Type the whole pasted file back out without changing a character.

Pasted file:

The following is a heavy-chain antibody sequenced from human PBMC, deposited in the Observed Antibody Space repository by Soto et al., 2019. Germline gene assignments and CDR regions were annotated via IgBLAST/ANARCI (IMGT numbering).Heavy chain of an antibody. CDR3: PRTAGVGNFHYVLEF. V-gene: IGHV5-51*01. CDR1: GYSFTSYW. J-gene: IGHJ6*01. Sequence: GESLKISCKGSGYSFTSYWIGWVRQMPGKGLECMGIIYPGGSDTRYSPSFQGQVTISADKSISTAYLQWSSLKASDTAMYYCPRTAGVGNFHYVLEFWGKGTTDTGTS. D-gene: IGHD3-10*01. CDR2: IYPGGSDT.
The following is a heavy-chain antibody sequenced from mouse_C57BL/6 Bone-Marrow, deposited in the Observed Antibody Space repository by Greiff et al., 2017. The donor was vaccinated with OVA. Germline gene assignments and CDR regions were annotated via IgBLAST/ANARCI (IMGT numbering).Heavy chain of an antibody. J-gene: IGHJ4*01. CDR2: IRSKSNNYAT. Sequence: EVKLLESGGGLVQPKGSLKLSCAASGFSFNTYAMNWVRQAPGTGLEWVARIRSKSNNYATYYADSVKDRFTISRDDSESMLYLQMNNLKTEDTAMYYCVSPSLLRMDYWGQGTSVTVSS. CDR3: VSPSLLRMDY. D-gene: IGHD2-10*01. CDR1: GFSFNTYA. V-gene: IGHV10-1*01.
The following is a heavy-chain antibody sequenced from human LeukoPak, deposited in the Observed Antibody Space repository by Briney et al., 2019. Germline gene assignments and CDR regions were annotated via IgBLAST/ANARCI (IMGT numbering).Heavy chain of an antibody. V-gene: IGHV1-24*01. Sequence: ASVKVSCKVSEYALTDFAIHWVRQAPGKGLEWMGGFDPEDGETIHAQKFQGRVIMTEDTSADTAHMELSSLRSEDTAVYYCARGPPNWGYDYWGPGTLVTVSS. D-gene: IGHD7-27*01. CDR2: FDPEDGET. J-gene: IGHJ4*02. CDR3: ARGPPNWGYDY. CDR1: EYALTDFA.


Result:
The following is a heavy-chain antibody sequenced from human PBMC, deposited in the Observed Antibody Space repository by Soto et al., 2019. Germline gene assignments and CDR regions were annotated via IgBLAST/ANARCI (IMGT numbering).Heavy chain of an antibody. CDR3: PRTAGVGNFHYVLEF. V-gene: IGHV5-51*01. CDR1: GYSFTSYW. J-gene: IGHJ6*01. Sequence: GESLKISCKGSGYSFTSYWIGWVRQMPGKGLECMGIIYPGGSDTRYSPSFQGQVTISADKSISTAYLQWSSLKASDTAMYYCPRTAGVGNFHYVLEFWGKGTTDTGTS. D-gene: IGHD3-10*01. CDR2: IYPGGSDT.
The following is a heavy-chain antibody sequenced from mouse_C57BL/6 Bone-Marrow, deposited in the Observed Antibody Space repository by Greiff et al., 2017. The donor was vaccinated with OVA. Germline gene assignments and CDR regions were annotated via IgBLAST/ANARCI (IMGT numbering).Heavy chain of an antibody. J-gene: IGHJ4*01. CDR2: IRSKSNNYAT. Sequence: EVKLLESGGGLVQPKGSLKLSCAASGFSFNTYAMNWVRQAPGTGLEWVARIRSKSNNYATYYADSVKDRFTISRDDSESMLYLQMNNLKTEDTAMYYCVSPSLLRMDYWGQGTSVTVSS. CDR3: VSPSLLRMDY. D-gene: IGHD2-10*01. CDR1: GFSFNTYA. V-gene: IGHV10-1*01.
The following is a heavy-chain antibody sequenced from human LeukoPak, deposited in the Observed Antibody Space repository by Briney et al., 2019. Germline gene assignments and CDR regions were annotated via IgBLAST/ANARCI (IMGT numbering).Heavy chain of an antibody. V-gene: IGHV1-24*01. Sequence: ASVKVSCKVSEYALTDFAIHWVRQAPGKGLEWMGGFDPEDGETIHAQKFQGRVIMTEDTSADTAHMELSSLRSEDTAVYYCARGPPNWGYDYWGPGTLVTVSS. D-gene: IGHD7-27*01. CDR2: FDPEDGET. J-gene: IGHJ4*02. CDR3: ARGPPNWGYDY. CDR1: EYALTDFA.